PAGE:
Recycling is on the rise in Cuyahoga County, with the city of Cleveland and surrounding communities keeping 78,254 tons of general recyclables and 149,218 tons of organic waste from the landfills of the city. This totals close to 227, 500 tons of total waste recycled throughout Cuyahoga County, with an annual Total Recycling Rate for 2012 of 32.74% which is up from 2011’s 29.91%. There’s a breakdown available by neighborhood in the Residential Recycling Report by the Cuyahoga County Solid Waste District. Fifteen neighborhoods were able to recycle over 50% of their refuse last year, with Pepper Pike and Woodmere recycling over 70%.

798px-Cleveland_from_Superior_ViaductAccording to the executive director of the Solid Waste District, since 2001 recycling rates in residential communities in Cuyahoga County have risen nearly 15%. This has been accomplished through a variety of programs, including typical recycling programs, drop-off and composting programs, and by other means. The fear of filling up landfills in the city far too quickly has been lessened due to this recent push for more environmental responsibility throughout Cleveland and the surrounding neighborhoods and communities. And according to a separate report filed last year, trash that is being shipped to landfills has dropped in the last decade as well. Some of that drop is due to the struggling economy, but a significant portion is still coming from a smarter take on waste removal.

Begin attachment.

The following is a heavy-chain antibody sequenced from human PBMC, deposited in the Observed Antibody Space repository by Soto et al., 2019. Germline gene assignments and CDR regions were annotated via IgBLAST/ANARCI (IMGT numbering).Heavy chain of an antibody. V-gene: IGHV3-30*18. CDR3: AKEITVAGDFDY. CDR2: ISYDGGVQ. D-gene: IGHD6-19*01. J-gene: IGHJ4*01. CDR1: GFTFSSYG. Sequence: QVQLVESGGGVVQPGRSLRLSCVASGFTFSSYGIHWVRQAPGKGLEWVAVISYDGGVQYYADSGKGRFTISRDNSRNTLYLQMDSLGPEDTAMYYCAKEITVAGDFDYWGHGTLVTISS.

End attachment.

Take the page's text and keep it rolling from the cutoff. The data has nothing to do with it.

There is a process to get this recycled debris from its initial location to the final destination. This includes passing through one of four recycling facilities in the area where it is sorted and cleaned. Dumpster rentals as well as general refuse bins are both included in this recycling effort. Part of the ease in recycling comes from the ability of the consumer to not only utilize standard recycling practices but also take advantage of far simpler means. There is the option to recycle cans, glass, metals, and paper all in one bin or bag.

Cuyahoga County is doing everything it can to make sure that proper waste disposal practices are being implemented, and not only that, being implemented in a safe and responsible manner. There are plenty of ways to get involved, whether you are in the Cleveland area or elsewhere. If you don’t know how to get involved, researching steps to take is really easy. No matter where you are, there is more than likely a viable option when it comes to recycling.

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